- OPFINCR0901 [07/01/2009]
The FPB has revised its medium-term outlook for 2008-2013 for the Belgian economy. For the 2008-2010 period, the outlook adopts the international economic scenario provided by the OECD outlook of November 2008. The uncertainty surrounding the results is exceptionally large and downside risks could prove to be greater than upside risks. The greatest downside risks include a longer than expected period of distress on financial markets, and that emerging markets could be hit harder than anticipated.
The outlook for Belgium shows average GDP growth reaching only 1.5% during the period 2008-2013 (1.9% for the period 2001-2007). This relatively weak performance is largely explained by weak GDP growth in 2008 (1.4%), a fall in economic growth next year (-0.3%) and a limited recovery in 2010. Over the period 2011-2013, GDP growth is expected to stabilise at a rate slightly above 2%, which might not allow the output gap to be completely closed by the end of the projection.
After dynamic growth in 2007, private consumption expansion should be much more limited in 2008 and 2009. From 2010 onwards, household demand growth should increase gradually and then stabilise at a rate close to 2%. After dynamic growth in 2008, gross fixed capital formation should slightly decrease in 2009, before recovering in 2010 and increasing by 2.4% on average during the 2011-2013 period. Given the unfavourable international environment next year, exports are expected to decrease in 2009. Over the period 2010-2013, exports should increase by 4.4% on average and the contribution of net exports to GDP growth is expected to be slightly positive.
The worsening of the economic situation should lead to a decrease in employment in 2009. In the medium term, employment should increase again, at a yearly rate reaching 0.8% at the end of the projection. With employment growth heavily affected by the adverse economic situation in the short run and in view of the increase in the labour force, the unemployment rate (broad definition) will soar to 12.9% by 2010 (against 11.9% in 2008), before levelling off at around 13.2% from 2011 onwards. Total administrative unemployment should stand at almost 700,000 persons in 2013 (65,000 persons more than in 2007).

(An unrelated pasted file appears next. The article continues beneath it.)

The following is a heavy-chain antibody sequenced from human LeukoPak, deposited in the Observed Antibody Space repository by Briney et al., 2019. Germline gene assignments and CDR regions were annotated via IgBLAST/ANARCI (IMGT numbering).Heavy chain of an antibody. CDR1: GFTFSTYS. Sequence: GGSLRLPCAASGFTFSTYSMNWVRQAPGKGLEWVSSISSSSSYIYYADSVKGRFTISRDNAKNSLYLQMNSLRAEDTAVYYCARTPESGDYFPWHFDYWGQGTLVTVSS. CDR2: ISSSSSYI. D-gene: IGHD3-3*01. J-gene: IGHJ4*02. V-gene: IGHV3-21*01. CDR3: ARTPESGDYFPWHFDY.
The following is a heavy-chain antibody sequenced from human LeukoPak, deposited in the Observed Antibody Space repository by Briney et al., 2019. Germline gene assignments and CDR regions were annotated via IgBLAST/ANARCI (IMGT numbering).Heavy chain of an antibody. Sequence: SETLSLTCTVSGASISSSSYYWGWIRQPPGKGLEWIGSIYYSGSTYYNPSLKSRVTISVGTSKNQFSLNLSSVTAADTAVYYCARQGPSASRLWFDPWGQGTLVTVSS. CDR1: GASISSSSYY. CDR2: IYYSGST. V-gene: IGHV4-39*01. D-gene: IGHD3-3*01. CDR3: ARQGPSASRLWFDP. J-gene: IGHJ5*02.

Under the assumption of unchanged policy, the public accounts are expected to deteriorate markedly, with a net public financing requirement of 1.6% of GDP in 2009, 2.4% in 2010 and up to 2.6% in 2011-2013.
STU 04-08 was finalised on 11 December 2008.Short Term Update 04-08 [Contributor - 11/12/2008]
Since mid-September, the financial crisis has entered an exceptionally turbulent new phase. The US and European authorities have had to take extraordinary measures in order to deal with solvency and liquidity problems in the banking sector. As financial conditions are likely to remain difficult, it is obvious that the crisis will have large negative effects on the world economy, although the size of these effects is currently very difficult to grasp due to huge uncertainties concerning the magnitude and the duration of the crisis.
This uncertainty explains the volatility of most indicators, which makes it currently very difficult to establish credible economic forecasts. The latest short-term forecasts of the FPB were finalised in the first half of September, i.e. before the aggravation of the financial turbulence. According to these forecasts, Belgian GDP growth should amount to 1.6% in 2008 and slow down to 1.2% in 2009. The 2009 government budget is based on this outlook.